Writer and Director: Cathy Brady

The Irish entries into the London Film Festival are always some of the most exciting in the programme and this year is no different with the excellent animation Wolfwalkers and resonant drama Herself providing female-led stories that have opened to much acclaim. But make some time for Cathy Brady’s powerful Wildfire about sisters confronting the effect and stigma of family tragedy.

Returning to a border town in Northern Ireland after a long absence, Kelly hitches her way home, still troubled by an alleged suicide years before. Arriving at Lauren’s house, the sisters are confronted by their memories when Kelly starts to wear a coat she finds in the shed. As the family reconnects, the high-spirited Kelly’s behaviour concerns the more buttoned-up Lauren, and their lives are turned upside down as their unprocessed grief emerges.

The visual remnants of the struggle for a united Ireland are all around in Cathy Brady’s impressive film, from the graffiti on road signs to the large-scale messaging on the sides of houses. The brief and tightly plotted film begins with news footage of protests, marches, bomb damage and funerals during The Troubles then comes right up-to-date with presenters warning that Brexit issues will reinflame the peace that has held for over 20 years.

Brady’s film is an intense examination of grief and control as the catalystic reunion of siblings causes both to writhe against the limitations of their small town and its inhabitants. Frustrated by suspicions of mental illness and local gossip, Wildfire is a film where the violent creation and protection of personal and national identities are never far from the surface.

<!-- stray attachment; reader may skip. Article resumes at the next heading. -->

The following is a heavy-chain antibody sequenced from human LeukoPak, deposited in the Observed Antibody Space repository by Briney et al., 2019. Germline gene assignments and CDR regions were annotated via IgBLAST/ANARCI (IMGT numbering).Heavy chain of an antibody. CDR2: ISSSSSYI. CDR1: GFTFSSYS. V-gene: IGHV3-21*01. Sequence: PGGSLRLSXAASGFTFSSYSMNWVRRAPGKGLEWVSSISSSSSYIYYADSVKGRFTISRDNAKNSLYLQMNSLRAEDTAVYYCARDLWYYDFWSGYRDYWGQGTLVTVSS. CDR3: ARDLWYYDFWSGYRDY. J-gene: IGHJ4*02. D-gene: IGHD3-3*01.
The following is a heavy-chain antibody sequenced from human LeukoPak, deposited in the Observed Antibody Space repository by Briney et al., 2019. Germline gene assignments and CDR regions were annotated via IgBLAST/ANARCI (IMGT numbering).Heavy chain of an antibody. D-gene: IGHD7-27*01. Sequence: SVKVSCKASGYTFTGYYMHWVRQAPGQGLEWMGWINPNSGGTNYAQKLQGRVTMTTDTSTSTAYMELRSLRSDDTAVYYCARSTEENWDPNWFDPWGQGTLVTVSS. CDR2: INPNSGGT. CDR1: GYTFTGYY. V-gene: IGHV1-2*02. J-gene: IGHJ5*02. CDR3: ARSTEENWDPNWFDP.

This is a film about the long consequences of Irish and Northern Irish history in the last 40 years told through the experience of one family. Brady is interested in how the release of prisoners as part of the Good Friday Agreement directly affected a family whose father was killed by bomb. The existence of these groups side-by-side proves a psychological strain on the protagonists exacerbated by gossip about their mother’s death.

Brady builds this tension throughout the film, moving the sisters closer together as they become increasingly frustrated and thereby isolated from the community. This becomes part of the visual language of the film as hazy memories start to break through and in the adoption of a vivid red coat that Kelly adopts, a colour even Lauren moves towards as their mutual self-destruction begins to concern the steadiness of those around them.

Nora-Jane Noone is particularly good as Lauren, a woman sustaining an ordinary life with her husband Sean (an increasingly bewildered Martin McCann) and job at a local factory. But slowly from the point of Kelly’s arrival, Noone shows Lauren’s irritation with the gossips turning to angry outbursts and wild behaviour as she breaks free of the confines while showing a care for sister that is defining. Nika McGuigan’s Kelly is a lost soul drawn home, haunted by what happened to their mother leading her to unconventional behaviour, trusting only her sister.

Irish film makes a huge annual contribution to this festival and Wildfire is an accomplished 85 minutes that manages to retain its tight focus on the bond between sisters and their very personal experience that drives the story. Yet Brady references the wider complexities and experience of living with the legacy of civil war at a time when divisions are being stoked once again.

The BFI London Film Festival runs from 7 to 18 October

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